By Joel Ingersoll, Special for USDR
It’s one of the most exciting, anticipated times of summer. College students are beginning to pack up and arrive on their college campuses. It’s an awesome time to be on college campuses, vibrant, lively, and full of energy. Students are meeting new and old friends, figuring out the buildings where classes are held, and attending informative orientation programs. It’s easy to get caught up in the momentum and energy of the start of the fall semester.
In every college semester, a critical aspect of student success and fulfillment concerns students’ social choices. Across college campuses, emphasis on making healthy social choices are consistently promoted throughout the semester. Unfortunately college students often minimize the potential impact their social choices can have on academic performance, personal life, and career goals. This occurs in particular with choices associated with alcohol use. In my 15 years of working on college campuses, I assessed, counseled, and discussed the risks associated with alcohol and other drugs with thousands of students. The impact of choices to use alcohol and other drugs ranged from mandated counseling experiences, fines, legal charges, hospitalization, suspension, expulsion, development of further addiction, and referral to rehabilitation programs.
Did you know that in 2013 there were nearly 40,000 arrests and 165,000 disciplinary actions related to alcohol and other drugs (AOD) on college campuses? Check out details at www.Projectknow.com
Information about the risks of excessive alcohol consumption is available in many forms across college campuses. Online educational programs, websites, lectures, course offerings, awareness programming, and outreach services highlight many of the ways colleges communicate critical information to students and the campus community. Additionally, many colleges have a designated Alcohol & Other Drugs (AOD) Coordinator on staff providing assessments, educational programming, and counseling for AOD related concerns and violations of the Student Code of Conduct. Usually this professional works in either your school’s Counseling Center or in Health Services. These are excellent resources to seek out.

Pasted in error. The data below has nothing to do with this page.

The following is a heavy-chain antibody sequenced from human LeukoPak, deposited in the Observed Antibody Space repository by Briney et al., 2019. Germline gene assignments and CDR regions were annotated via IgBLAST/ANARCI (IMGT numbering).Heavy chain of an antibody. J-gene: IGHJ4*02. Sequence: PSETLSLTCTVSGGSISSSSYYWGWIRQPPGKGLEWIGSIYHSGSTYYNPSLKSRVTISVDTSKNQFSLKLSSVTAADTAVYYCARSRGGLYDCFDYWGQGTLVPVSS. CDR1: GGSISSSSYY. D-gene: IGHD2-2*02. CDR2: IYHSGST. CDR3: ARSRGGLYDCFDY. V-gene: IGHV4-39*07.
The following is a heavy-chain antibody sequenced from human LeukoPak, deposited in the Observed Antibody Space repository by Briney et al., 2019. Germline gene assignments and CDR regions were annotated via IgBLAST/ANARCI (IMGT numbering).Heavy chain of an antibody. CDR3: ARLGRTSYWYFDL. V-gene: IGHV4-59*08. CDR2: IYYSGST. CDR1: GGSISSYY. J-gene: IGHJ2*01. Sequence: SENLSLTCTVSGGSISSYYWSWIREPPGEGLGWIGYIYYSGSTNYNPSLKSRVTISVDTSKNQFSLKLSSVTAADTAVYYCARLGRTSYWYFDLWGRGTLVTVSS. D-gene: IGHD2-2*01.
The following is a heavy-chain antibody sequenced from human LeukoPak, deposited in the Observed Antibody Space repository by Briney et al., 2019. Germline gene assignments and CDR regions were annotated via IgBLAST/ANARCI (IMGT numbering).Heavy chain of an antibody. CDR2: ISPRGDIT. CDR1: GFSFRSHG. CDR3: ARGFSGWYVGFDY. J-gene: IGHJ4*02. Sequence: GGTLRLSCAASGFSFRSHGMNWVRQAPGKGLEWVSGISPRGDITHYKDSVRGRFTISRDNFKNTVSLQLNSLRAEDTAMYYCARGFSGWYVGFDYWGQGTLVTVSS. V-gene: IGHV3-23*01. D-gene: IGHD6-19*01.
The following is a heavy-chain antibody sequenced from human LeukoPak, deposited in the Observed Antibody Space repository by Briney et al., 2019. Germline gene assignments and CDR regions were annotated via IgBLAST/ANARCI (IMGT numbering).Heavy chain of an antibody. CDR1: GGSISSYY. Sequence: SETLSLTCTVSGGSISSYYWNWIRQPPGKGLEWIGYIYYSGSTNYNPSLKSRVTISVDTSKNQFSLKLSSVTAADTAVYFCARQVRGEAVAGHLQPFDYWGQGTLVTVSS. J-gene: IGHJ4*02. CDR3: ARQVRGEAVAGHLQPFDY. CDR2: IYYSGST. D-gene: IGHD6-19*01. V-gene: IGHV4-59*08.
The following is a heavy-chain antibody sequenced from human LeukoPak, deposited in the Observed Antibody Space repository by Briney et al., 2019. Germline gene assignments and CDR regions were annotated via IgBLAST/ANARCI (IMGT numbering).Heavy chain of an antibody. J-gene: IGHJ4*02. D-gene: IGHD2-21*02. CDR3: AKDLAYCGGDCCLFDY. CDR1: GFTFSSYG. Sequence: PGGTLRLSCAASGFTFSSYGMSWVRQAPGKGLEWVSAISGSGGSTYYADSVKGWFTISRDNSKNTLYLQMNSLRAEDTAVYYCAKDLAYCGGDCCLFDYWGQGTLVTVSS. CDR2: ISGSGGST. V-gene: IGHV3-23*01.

Heading into the 2015 fall semester increase your awareness of the potential impact of your social choices on your health, performance, personal life, and career.
Consider these TOC highlighted points and tips should you choose to drink alcohol.
- The number of drinks consumed in an hour is a key factor to the effects of alcohol! If you choose to drink limit yourself to 1 per hour.
- Note that one of the first functions that becomes quickly impaired with excessive drinking is the ability to make sound social choices. The more consumed the worse it gets.
- Consider your motive for drinking? If your answer is: “To get drunk” or some other version of this statement; “Everybody is drinking”; “I’m stressed,” “depressed,” or “anxious” you may be setting yourself up for drinking to excess and aversive consequences.
- Note the momentum of the social scene. Take care not to get caught up in momentum, especially when you are being mindful of #1.
- Your blood alcohol content (BAC) continues to rise even when you stop drinking. Take action and stick to #1, you’ll feel much better in the morning and lower the risks of aversive consequences.
- Know your “Green Zone!!” This is your BAC ZONE and it’s based on height, weight, and gender. Check out www.baczone.com for details and download the free App onto your smartphone for easy reference.
- If you are taking medication for anxiety and/or depression they are likely to enhance the effects of alcohol sooner than expected. This means judgement becomes compromised sooner too.
- Your friends have good reasons for declining shots of alcohol. These are your friends and may have very good reasons to decline alcohol use. Respect them.
- NOT EVERYONE on your campus drinks alcohol, gets drunk, or experiences blackouts. This is a MYTH.
- Stick together with friends and commit to #1, #4, #6, #8!
Have a safe fall semester!